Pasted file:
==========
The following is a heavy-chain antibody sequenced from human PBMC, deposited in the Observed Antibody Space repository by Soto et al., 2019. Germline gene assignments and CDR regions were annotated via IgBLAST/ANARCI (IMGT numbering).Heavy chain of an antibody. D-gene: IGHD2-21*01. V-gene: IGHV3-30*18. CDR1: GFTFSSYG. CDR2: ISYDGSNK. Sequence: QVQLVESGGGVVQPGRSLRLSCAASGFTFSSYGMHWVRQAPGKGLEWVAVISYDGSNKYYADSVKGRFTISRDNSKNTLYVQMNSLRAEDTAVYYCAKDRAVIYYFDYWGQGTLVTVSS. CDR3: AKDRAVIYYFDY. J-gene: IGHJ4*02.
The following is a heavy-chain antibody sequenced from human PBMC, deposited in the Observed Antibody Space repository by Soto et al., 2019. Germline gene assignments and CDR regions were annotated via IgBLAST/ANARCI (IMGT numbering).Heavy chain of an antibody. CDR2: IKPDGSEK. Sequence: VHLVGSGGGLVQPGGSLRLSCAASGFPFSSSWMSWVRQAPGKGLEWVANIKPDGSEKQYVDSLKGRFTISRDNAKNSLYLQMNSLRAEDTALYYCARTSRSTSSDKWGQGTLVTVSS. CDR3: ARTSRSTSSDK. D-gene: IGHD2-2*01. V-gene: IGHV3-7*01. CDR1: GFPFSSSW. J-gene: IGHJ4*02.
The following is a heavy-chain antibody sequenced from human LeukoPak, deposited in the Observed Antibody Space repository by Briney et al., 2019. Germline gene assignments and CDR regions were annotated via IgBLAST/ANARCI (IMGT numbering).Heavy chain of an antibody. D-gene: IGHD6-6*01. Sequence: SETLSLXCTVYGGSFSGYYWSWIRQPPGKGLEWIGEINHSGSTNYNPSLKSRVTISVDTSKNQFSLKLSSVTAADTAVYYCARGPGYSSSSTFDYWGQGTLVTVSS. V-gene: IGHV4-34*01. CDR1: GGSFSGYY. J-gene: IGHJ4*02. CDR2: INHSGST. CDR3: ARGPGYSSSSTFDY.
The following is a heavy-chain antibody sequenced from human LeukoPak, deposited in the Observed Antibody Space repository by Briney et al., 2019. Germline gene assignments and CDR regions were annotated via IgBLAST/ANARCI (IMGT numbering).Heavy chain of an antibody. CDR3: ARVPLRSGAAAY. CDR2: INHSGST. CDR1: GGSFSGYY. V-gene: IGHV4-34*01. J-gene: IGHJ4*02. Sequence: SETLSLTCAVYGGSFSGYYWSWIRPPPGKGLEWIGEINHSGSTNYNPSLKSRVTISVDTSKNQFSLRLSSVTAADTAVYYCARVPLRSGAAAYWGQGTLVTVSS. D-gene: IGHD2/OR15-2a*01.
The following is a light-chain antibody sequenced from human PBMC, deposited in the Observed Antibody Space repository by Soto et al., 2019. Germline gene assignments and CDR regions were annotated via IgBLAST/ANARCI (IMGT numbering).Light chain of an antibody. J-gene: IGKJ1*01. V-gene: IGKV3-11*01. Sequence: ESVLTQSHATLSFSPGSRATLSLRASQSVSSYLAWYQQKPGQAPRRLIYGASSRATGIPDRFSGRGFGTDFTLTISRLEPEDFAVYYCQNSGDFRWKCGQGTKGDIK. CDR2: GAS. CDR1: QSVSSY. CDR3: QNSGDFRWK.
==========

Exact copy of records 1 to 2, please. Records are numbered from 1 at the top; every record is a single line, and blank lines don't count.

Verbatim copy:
The following is a heavy-chain antibody sequenced from human PBMC, deposited in the Observed Antibody Space repository by Soto et al., 2019. Germline gene assignments and CDR regions were annotated via IgBLAST/ANARCI (IMGT numbering).Heavy chain of an antibody. D-gene: IGHD2-21*01. V-gene: IGHV3-30*18. CDR1: GFTFSSYG. CDR2: ISYDGSNK. Sequence: QVQLVESGGGVVQPGRSLRLSCAASGFTFSSYGMHWVRQAPGKGLEWVAVISYDGSNKYYADSVKGRFTISRDNSKNTLYVQMNSLRAEDTAVYYCAKDRAVIYYFDYWGQGTLVTVSS. CDR3: AKDRAVIYYFDY. J-gene: IGHJ4*02.
The following is a heavy-chain antibody sequenced from human PBMC, deposited in the Observed Antibody Space repository by Soto et al., 2019. Germline gene assignments and CDR regions were annotated via IgBLAST/ANARCI (IMGT numbering).Heavy chain of an antibody. CDR2: IKPDGSEK. Sequence: VHLVGSGGGLVQPGGSLRLSCAASGFPFSSSWMSWVRQAPGKGLEWVANIKPDGSEKQYVDSLKGRFTISRDNAKNSLYLQMNSLRAEDTALYYCARTSRSTSSDKWGQGTLVTVSS. CDR3: ARTSRSTSSDK. D-gene: IGHD2-2*01. V-gene: IGHV3-7*01. CDR1: GFPFSSSW. J-gene: IGHJ4*02.